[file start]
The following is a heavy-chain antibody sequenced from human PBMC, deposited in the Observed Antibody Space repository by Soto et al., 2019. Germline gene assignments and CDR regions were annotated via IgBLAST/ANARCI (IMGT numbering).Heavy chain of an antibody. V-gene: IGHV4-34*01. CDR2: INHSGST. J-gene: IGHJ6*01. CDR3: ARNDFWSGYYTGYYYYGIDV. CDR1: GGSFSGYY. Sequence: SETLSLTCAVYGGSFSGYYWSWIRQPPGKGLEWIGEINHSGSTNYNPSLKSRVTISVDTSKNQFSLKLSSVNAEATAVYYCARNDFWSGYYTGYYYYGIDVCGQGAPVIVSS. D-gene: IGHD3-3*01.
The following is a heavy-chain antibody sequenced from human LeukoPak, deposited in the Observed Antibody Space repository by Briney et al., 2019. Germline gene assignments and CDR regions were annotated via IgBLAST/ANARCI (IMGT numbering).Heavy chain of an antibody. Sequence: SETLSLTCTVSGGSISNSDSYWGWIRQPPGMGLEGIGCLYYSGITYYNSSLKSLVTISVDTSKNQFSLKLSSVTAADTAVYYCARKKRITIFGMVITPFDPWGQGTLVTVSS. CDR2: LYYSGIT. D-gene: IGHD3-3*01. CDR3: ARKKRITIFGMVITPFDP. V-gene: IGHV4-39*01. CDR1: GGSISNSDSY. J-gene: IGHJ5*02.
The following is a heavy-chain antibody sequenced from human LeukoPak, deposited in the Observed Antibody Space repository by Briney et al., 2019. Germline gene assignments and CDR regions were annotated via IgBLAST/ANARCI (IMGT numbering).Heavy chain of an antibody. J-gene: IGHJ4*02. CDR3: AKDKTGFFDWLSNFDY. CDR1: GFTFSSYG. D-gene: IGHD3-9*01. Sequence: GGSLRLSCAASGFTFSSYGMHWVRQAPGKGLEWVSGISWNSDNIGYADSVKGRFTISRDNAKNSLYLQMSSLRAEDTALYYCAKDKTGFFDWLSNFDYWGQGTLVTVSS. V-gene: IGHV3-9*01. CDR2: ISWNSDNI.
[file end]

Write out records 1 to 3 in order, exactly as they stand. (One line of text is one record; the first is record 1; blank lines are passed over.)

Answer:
The following is a heavy-chain antibody sequenced from human PBMC, deposited in the Observed Antibody Space repository by Soto et al., 2019. Germline gene assignments and CDR regions were annotated via IgBLAST/ANARCI (IMGT numbering).Heavy chain of an antibody. V-gene: IGHV4-34*01. CDR2: INHSGST. J-gene: IGHJ6*01. CDR3: ARNDFWSGYYTGYYYYGIDV. CDR1: GGSFSGYY. Sequence: SETLSLTCAVYGGSFSGYYWSWIRQPPGKGLEWIGEINHSGSTNYNPSLKSRVTISVDTSKNQFSLKLSSVNAEATAVYYCARNDFWSGYYTGYYYYGIDVCGQGAPVIVSS. D-gene: IGHD3-3*01.
The following is a heavy-chain antibody sequenced from human LeukoPak, deposited in the Observed Antibody Space repository by Briney et al., 2019. Germline gene assignments and CDR regions were annotated via IgBLAST/ANARCI (IMGT numbering).Heavy chain of an antibody. Sequence: SETLSLTCTVSGGSISNSDSYWGWIRQPPGMGLEGIGCLYYSGITYYNSSLKSLVTISVDTSKNQFSLKLSSVTAADTAVYYCARKKRITIFGMVITPFDPWGQGTLVTVSS. CDR2: LYYSGIT. D-gene: IGHD3-3*01. CDR3: ARKKRITIFGMVITPFDP. V-gene: IGHV4-39*01. CDR1: GGSISNSDSY. J-gene: IGHJ5*02.
The following is a heavy-chain antibody sequenced from human LeukoPak, deposited in the Observed Antibody Space repository by Briney et al., 2019. Germline gene assignments and CDR regions were annotated via IgBLAST/ANARCI (IMGT numbering).Heavy chain of an antibody. J-gene: IGHJ4*02. CDR3: AKDKTGFFDWLSNFDY. CDR1: GFTFSSYG. D-gene: IGHD3-9*01. Sequence: GGSLRLSCAASGFTFSSYGMHWVRQAPGKGLEWVSGISWNSDNIGYADSVKGRFTISRDNAKNSLYLQMSSLRAEDTALYYCAKDKTGFFDWLSNFDYWGQGTLVTVSS. V-gene: IGHV3-9*01. CDR2: ISWNSDNI.